Paul Nuttall once wrote: “We in Ukip know: if you champion British interest and culture then you are labelled a nationalist with all the connotations that goes [sic] with it.” I would remind Nuttall of the distinction drawn by Charles De Gaulle: “Patriotism is when love of your own people comes first; nationalism, when hate for people other than your own comes first.” I look at the policies, the rhetoric and the candidates, and I see nothing about love of one’s own people. I see only hate for others.

Instead, if you find yourself nodding in agreement with a couple of items on Ukip’s long list of empty promises, remember all the other things you will also be signing up for. They represent a particularly insidious brand of extremist; Bigotry Light, if you will – all the hatred of normal bigotry, but none of the calories.

And rejoin The Reasonable, so we may continue to be the majority and laugh at things. Like this election leaflet.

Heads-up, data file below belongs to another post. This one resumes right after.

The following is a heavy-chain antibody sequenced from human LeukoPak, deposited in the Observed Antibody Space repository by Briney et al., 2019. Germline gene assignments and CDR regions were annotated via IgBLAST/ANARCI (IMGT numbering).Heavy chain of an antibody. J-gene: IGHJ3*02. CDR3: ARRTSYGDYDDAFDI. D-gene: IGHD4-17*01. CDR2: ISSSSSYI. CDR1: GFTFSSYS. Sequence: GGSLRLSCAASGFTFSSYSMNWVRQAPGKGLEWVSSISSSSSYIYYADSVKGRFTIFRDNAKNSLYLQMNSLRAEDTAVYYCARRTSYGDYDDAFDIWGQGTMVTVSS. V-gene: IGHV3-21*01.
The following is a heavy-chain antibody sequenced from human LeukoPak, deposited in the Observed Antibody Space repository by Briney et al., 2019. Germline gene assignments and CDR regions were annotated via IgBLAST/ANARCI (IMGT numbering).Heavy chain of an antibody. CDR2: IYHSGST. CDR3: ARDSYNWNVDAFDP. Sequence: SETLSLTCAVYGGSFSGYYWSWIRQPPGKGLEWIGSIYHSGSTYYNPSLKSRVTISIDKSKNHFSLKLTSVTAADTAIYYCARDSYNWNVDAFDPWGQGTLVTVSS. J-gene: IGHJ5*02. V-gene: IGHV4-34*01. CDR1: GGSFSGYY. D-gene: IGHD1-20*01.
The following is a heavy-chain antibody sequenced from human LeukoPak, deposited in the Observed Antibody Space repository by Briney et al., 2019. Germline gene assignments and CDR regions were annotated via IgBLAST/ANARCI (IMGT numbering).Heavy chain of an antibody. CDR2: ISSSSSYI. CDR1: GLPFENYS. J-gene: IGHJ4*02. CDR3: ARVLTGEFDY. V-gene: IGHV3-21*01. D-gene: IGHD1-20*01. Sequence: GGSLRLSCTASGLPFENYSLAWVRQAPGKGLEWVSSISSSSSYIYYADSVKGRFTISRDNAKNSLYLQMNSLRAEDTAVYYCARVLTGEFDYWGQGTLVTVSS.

Editor's note: this article originally stated that Maggie Chapman worked in care and had made comments about euthanasia. This was misattributed, and has been corrected.

 

Nigel Farage. Photograph: Getty Images

Greek-born, Alex Andreou has a background in law and economics. He runs the Sturdy Beggars Theatre Company and blogs here You can find him on twitter @sturdyalex

Getty Images.
Show Hide image

How Jeremy Corbyn won the Labour leadership election

The revolt against the leader transformed him from an incumbent back into an insurgent. 

On the evening of 12 July, after six hours of talks, Jeremy Corbyn emerged triumphantly from Labour’s headquarters. “I’m on the ballot paper!” he told supporters gathered outside. “We will be campaigning on all the things that matter.”

The contest that Corbyn’s opponents had sought desperately to avoid had begun. Neither a vote of no confidence by 81 per cent of Labour MPs, nor 65 frontbench resignations had persuaded him to stand down. Days of negotiations led by Tom Watson had failed (“For years I’ve been told that I’m a fixer. Well, I tried to fix this and I couldn’t,” Labour’s deputy leader sorrowfully told the parliamentary party). The rebels’ last hope was that the National Executive Committee would force Corbyn to reseek nominations. After being backed by just 40 colleagues in the confidence vote, both sides knew that the leader would struggle to achieve 51 signatures.